Changing Saudi Arabia MoA Dairy Exporting Rules

Official details are a little difficult to come by, as always in Saudi government circles. However, there is now some evidence that the Saudi Ministry of Agriculture is close to firming up plans on how to restrict usage of scarce water resources by the domestic dairy industry. You may recall a press scare in 2010 – soon quashed by other branches of the Saudi government – that all dairy exports from the Kingdom were to be suspended. But the discussion has clearly continued…

Our information is that the MoA will soon be imposing a balancing system between dairy exports and feed imports. Basically, dairy exports and feed imports are to be logged with the MoA. A formula will be devised on how much feed is on average used to produce 1kg of finished good export – and the exporter will then need to prove that the equivalent amount of feed has been imported if fresh bulk milk (and, therefore, dairy feed) has been used as input. The aim is to reduce, and perhaps ultimately even to get rid of, usage of scarce water resources for the domestic growing of fresh dairy feed – alfalfa, barley etc. – in Saudi Arabia.

At the moment the talk is only about dairy exports, not production (ie volumes consumed in the Kingdom itself will not be affected). And by the time a policy is implemented and the effect will trickle down the supply chain, 2011 will probably be over and we may be well into 2012 or even 2013. However, we at IMES can see that this will have an impact on Saudi exports going forward. Cheese and butter (mostly imported in bulk and processed or simply repacked domestically) will probably not be affected as they are typically not manufactured from fresh milk in the Kingdom. But liquid milk, laban, yoghurt and labneh exports may well see a change. Saudi fresh dairies are heavily active in all GCC countries with all manner of product (Almarai even has some of its product range filled in the UAE by NFPC Milco, from imported bulk fresh milk sourced from Almarai cows) and export volumes for many of the fresh dairies are significant.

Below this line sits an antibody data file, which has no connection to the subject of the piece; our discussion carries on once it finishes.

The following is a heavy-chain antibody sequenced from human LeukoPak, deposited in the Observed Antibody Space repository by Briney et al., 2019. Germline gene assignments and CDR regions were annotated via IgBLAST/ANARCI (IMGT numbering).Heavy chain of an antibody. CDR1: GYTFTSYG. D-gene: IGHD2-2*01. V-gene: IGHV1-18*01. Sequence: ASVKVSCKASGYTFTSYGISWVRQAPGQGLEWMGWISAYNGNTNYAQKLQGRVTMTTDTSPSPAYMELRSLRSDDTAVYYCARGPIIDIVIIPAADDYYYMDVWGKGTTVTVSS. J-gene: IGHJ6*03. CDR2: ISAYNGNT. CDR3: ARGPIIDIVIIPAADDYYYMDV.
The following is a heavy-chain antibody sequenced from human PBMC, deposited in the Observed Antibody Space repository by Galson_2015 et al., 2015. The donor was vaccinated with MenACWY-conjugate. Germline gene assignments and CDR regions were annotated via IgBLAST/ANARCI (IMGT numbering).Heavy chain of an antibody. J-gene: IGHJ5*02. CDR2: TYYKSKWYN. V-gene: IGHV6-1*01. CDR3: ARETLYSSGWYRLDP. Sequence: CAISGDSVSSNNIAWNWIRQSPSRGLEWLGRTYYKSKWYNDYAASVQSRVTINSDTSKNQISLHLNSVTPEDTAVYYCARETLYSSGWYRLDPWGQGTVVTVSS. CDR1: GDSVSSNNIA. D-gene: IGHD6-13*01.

Why is this such an issue? Well, large fresh dairies in the Kingdom have always benefited from relatively cheap, often internalized production of fresh feed on large pivots predominantly in Saudi Arabia’s Central Region. A huge amount of water is being used to grow feed in areas that are perhaps not the most natural choices for arable farming. Nutritionally there are advantages in providing at least a portion of fresh feed to dairy cows, and from a supply-chain perspective there are both logistical and monetary advantages in having a source of fresh food in the processing plant’s vicinity. If this is to be replaced with imports of compressed feed, even from neighbouring countries such as Sudan and Ethiopia which no doubt will be developed as new sustainable sources, input cost will nevertheless rise. Saudi dairy cows are among the most scientifically pampered beasts in the world.

Now, prices achieved in Gulf countries are higher than in the domestic market, and recently dairy prices have gone up throughout the region, providing relatively happy margins for the Saudi fresh dairy industry. There is, therefore, some wriggle room. Nevertheless, the industry will be looking at alternatives no doubt. Fresh dairies may well be introducing recombining, at least for export markets, for those product ranges for which this might be suitable – ambient flavoured milk, yoghurt or labneh come to mind. In fact, some recombining by Saudi fresh dairies is already underway. It is unlikely that recombining for short-life milk or laban will start – but no doubt the Saudi fresh dairies are already sharpening their pencils to take a long hard look at likely bottom lines going forward.

Exciting times ahead for the dairy industry in the region I would say…..

With best wishes-Thorsten

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